If you’ve been to the airport in the last year or so, or you know what the Internet is, chances are you’ve seen an emotional support animal–defined as a companion animal that helps their owner cope with a disability. The most common support animals are dogs and cats, but plenty of animals can qualify as long as they have a doctor’s note. People have used everything from potbellied pigs to turkeys to miniature ponies.
Still, there are limits to what qualifies as a support animal, or, more accurately, to where you’re allowed to take them. One woman found that out the hard way when she tried to take her peacock on a United Airlines flight out of Newark.
Meet Dexter, the emotional support peacock.
Dexter belongs to a Brooklyn-based artist named “Ventiko.” Although Ventiko bought Dexter his own ticket for their flight to Los Angeles, United officials weren’t having it. “This animal did not meet guidelines for a number of reasons, including its weight and size,” United said in a statement to Fox News. “We explained this to the customers on three separate occasions before they arrived at the airport.”
I can kind of understand where United is coming from here. Dexter is definitely huge. And, going a step further, what if another passenger brought a female peacock (a.k.a. a “peahen”)? Dexter might be tempted to whip out the ol’ tail feathers, and understandably so. If you were on that flight, you’d have a hard time enjoying Cheaper by the Dozen 2 with this stuck in your face:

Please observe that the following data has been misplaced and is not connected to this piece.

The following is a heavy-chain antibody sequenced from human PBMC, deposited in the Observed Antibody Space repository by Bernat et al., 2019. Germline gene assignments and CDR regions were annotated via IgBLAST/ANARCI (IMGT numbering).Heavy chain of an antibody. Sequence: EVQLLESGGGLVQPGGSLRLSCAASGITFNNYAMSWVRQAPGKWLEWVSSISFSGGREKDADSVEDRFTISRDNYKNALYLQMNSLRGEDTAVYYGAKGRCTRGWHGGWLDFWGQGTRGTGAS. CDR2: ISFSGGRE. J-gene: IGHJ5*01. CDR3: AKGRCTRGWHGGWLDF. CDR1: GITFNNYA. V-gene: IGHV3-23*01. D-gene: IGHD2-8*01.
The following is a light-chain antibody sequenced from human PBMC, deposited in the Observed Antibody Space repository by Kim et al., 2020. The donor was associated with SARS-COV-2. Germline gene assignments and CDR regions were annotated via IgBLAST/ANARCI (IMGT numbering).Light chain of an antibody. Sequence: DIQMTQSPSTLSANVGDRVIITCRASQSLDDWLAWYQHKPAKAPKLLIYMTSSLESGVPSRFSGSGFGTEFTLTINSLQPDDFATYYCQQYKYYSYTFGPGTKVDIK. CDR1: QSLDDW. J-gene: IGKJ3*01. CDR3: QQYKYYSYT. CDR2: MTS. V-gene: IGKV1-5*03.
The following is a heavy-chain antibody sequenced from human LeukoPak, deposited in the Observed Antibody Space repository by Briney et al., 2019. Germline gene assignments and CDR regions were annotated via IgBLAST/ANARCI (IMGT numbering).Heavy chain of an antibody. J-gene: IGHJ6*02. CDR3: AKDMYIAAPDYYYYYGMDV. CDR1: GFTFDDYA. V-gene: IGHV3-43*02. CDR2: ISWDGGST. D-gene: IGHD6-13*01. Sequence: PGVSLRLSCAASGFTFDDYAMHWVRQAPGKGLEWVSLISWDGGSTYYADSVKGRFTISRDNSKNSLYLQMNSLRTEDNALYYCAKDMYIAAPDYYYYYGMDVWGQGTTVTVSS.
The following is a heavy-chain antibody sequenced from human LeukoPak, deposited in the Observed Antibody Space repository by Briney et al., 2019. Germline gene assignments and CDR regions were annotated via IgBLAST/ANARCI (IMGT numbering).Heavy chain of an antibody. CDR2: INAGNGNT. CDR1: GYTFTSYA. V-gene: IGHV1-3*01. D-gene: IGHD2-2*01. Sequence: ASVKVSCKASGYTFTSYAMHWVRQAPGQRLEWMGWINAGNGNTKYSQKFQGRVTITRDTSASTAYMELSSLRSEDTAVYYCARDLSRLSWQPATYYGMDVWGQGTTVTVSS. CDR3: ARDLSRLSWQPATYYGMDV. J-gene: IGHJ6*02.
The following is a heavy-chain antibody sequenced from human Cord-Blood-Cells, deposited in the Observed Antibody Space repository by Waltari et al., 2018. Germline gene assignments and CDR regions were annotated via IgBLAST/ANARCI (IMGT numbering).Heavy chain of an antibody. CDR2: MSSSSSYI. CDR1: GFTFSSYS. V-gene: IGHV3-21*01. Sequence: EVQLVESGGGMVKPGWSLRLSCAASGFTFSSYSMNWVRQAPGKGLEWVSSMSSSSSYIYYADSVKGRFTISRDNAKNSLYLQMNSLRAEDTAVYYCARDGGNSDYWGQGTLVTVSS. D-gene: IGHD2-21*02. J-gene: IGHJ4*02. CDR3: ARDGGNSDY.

Internet commenters have had various strong reactions to the photo, but Ventiko is taking the high road. She and Dexter are now traveling to Los Angeles by car, and documenting their trip on Instagram.
Which is nothing new for Dexter, as his Instagram was already popular before the airport fracas. (If you’re wondering how a peacock from Brooklyn could get so famous on the Internet, first, welcome to the Internet, and second, how was your decades-long coma?)
Ventiko originally bought Dexter, along with his mate, a peahen named Etta, for an art installation a couple years ago. Once the gig was finished, Dexter and Etta were returned to Miami home. Then, Etta and her four chicks went missing, and Dexter struggles. Ventiko visited Dexter, the two bonded, and he became her support animal. Today, Ventiko regularly documents their New York life together.
We wish Ventiko and Dexter luck for the rest of their trip to LA, and hope they avoid any more travel issues, peacock-related or otherwise.